Sec Tec Blog

ISO 27001:2013 – It doesn’t have to be difficult

We’ve been working in and around ISO27001 quite a bit lately. Several new clients are working toward implementation, and it’s always interesting to see how differently organisations interpret and implement the standard. This has coincided with our own annual audit for both 27001 and 9001 (both passed, one observation for improvement, which is always welcome). Talking to the various clients, consultants and auditors involved, it seems that the same common mistakes are made time and again:

1. Rushed certification attempts

Patching is difficult

I’ve been asked lots recently about ransomware. Considering the recent news headlines this isn’t surprising. Infosec continues to be a reactive process for many firms; spending money preventing an incident that may or not happen, can be difficult to quantify, and competes for resources against aspects of the business with a more measurable ROI, is not going to sit well with everyone.

Groundbreaking cyber security research centre to open in Cardiff

In the continual fight to ensure the best possible level of protection for organisations’ IT infrastructure, many specialists like our own here at Sec-Tec strive to provide wide-ranging and proven services such as penetration testing and PSN health checks.

Now, there has been another big step forward for cyber security in the UK, in the form of the launch of a new research centre in Cardiff, said to be the first of its kind in Europe.

“Improving our resilience to cyber attacks”

Non-malware attacks ‘on the rise’ – but what can you do to protect against them?

Statistics are pointing to an increasing tendency towards attacks not involving the use of malware, which enables them to evade detection by traditional, file-based security platforms.

Almost two-thirds of security researchers in one poll cited by Network World said they had seen such attacks more often since the start of the year, and weren’t confident that traditional anti-virus software could tackle them.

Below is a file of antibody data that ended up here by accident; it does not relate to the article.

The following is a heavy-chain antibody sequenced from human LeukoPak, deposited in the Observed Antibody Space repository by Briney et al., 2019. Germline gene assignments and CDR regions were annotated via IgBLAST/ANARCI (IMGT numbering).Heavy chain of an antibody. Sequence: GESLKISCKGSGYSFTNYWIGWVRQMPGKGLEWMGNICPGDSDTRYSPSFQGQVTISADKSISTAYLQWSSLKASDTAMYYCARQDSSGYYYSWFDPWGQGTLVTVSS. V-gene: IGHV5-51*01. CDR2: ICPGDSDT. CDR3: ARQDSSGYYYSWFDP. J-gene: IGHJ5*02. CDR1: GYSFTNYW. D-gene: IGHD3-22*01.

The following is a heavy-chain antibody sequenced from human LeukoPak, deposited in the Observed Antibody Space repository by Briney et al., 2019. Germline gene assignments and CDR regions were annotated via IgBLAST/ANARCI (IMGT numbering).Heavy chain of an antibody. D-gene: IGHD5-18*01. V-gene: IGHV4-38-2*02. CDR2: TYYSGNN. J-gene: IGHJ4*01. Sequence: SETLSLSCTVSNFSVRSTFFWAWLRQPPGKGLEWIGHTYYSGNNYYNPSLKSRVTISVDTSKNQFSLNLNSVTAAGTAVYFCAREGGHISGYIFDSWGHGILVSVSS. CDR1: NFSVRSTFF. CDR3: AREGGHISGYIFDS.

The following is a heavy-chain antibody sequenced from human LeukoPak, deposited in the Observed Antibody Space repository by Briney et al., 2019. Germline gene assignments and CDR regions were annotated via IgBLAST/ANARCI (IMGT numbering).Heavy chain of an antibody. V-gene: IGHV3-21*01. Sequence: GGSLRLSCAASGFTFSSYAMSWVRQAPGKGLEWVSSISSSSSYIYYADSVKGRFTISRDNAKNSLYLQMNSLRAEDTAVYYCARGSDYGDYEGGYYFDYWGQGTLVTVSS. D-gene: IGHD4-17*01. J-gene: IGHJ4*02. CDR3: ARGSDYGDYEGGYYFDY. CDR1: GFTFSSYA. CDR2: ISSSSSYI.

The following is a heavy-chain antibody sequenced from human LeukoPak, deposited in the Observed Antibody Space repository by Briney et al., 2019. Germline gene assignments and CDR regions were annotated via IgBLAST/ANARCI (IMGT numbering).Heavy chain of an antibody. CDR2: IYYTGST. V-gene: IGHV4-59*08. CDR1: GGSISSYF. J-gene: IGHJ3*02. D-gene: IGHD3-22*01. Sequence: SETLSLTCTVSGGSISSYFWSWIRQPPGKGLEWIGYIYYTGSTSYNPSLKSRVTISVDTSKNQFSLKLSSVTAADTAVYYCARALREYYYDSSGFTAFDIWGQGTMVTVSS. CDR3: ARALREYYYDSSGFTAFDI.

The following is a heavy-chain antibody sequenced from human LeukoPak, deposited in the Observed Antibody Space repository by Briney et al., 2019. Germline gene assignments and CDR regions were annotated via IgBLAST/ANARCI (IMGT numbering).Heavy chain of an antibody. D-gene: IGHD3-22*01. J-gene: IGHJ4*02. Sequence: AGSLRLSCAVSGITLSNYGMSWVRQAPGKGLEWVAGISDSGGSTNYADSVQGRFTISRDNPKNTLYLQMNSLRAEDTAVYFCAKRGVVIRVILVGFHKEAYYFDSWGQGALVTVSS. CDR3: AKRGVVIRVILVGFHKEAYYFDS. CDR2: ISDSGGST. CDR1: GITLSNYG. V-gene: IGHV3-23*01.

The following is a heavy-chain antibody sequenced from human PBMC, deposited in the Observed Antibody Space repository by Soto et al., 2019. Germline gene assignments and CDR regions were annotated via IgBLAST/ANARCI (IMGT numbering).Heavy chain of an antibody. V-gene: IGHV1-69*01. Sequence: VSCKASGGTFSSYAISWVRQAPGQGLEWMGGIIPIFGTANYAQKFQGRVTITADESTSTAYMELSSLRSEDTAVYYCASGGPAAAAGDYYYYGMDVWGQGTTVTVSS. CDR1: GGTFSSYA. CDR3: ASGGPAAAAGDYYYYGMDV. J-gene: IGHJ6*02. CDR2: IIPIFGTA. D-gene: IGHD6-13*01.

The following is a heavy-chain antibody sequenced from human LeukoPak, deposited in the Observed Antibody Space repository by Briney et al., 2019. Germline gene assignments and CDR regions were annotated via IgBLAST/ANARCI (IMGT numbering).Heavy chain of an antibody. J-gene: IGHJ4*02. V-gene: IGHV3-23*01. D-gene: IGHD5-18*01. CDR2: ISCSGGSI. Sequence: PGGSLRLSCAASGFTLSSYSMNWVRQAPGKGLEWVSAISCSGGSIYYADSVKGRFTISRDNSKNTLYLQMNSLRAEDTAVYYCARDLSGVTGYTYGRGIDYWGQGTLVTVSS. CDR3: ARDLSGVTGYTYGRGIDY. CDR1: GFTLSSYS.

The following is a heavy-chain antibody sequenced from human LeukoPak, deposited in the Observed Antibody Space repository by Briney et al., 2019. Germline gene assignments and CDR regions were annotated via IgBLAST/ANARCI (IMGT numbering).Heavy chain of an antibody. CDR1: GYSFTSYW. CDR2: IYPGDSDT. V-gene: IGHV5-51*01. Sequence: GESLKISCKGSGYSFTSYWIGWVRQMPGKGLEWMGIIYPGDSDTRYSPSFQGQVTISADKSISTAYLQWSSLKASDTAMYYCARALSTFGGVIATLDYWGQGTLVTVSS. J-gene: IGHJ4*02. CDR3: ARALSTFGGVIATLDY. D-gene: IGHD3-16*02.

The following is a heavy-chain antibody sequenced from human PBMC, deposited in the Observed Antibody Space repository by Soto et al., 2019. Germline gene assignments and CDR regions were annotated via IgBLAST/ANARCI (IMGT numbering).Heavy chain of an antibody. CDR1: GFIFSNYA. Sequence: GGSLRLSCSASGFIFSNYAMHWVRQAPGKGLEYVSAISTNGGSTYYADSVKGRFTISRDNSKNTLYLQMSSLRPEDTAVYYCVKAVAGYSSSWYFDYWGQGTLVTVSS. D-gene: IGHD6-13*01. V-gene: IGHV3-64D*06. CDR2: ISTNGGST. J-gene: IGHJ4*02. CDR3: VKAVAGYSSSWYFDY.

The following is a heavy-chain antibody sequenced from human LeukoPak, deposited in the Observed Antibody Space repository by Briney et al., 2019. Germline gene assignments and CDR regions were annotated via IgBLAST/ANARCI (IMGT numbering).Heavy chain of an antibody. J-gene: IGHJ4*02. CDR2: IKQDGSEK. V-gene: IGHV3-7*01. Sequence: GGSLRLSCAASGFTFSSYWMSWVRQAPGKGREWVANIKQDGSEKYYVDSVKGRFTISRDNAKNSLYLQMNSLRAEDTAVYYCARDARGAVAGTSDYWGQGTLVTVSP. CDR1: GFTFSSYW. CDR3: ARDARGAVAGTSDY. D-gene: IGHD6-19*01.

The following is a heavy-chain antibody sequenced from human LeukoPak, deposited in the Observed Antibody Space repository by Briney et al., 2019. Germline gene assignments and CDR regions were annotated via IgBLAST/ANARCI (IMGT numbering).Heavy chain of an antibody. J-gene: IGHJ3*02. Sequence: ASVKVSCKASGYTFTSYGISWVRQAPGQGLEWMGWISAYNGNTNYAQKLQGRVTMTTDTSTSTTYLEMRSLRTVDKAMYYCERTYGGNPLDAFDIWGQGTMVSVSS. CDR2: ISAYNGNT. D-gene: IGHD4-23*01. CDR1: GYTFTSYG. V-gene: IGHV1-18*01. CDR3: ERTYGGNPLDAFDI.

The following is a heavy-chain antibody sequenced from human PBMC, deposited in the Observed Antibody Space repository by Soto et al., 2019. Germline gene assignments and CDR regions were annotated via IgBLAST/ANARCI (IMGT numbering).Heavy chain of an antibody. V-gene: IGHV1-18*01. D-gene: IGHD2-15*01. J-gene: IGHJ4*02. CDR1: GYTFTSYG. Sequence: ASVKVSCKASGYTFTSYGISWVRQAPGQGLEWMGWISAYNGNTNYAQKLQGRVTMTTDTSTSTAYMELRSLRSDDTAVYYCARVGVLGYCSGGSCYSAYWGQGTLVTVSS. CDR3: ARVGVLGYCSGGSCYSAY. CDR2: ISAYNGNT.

It isn't only the largest UK firms facing risks to their IT security

While they are not findings of great surprise to our penetration testing professionals here at Sec-Tec, the results of a recent survey of UK IT and security managers – as described by Information Age – should make for interesting reading for many of those who may look to use our services to shore up their firm's current security practices.

Organisations concerned that complexity could undo their cyber security efforts

It seems that few businesses around the world are in any real doubt about the importance of cyber security, not least given one recent market report that indicated more than $1 trillion would be spent on it between 2017 and 2021. But could organisations remain highly vulnerable to rising cyber crime even in the light of such heavy expenditure?

Worries about glaring security gaps

What IT security measures should your firm keep using – and which ones should you retire?

The security of your organisation’s IT infrastructure should always be one of its uppermost priorities. However, the need to practise certain security measures not just now and then, but repeatedly on a consistent basis can lead you to continue using them long after they have ceased to be truly useful. Meanwhile, it can also be so easy to become jaded by the latest security headlines that you may overlook practices you need to adopt right now.

Software patches, passwords and employee training are all key frontiers

Organisations across the UK should heed the Government's list of cyber security threats

While there has been much talk in the news lately about security in general and other risks to the safety of our planet such as nuclear war and artificial intelligence, cyber security remains a particular concern for many of us. It should certainly be for many of the UK’s organisations that are failing to adopt the most up-to-date security measures, which can also include the penetration testing in which Sec-Tec enjoys an industry-leading reputation.

Is your firm taking the comprehensive approach to Wi-Fi security that it should be?

There’s no question that Wi-Fi technology has had a dramatically positive effect on the connectivity of our world. The simple ability to gain access to the Internet or even the corporate network in the absence of a physical network connection has brought remarkable convenience to many people’s lives as well as, of course, to many businesses’ operations.

However, it is the very wireless nature of Wi-Fi that can also make it vulnerable to security breaches potentially causing great damage to your organisation.

So, what can be done to boost Wi-Fi security?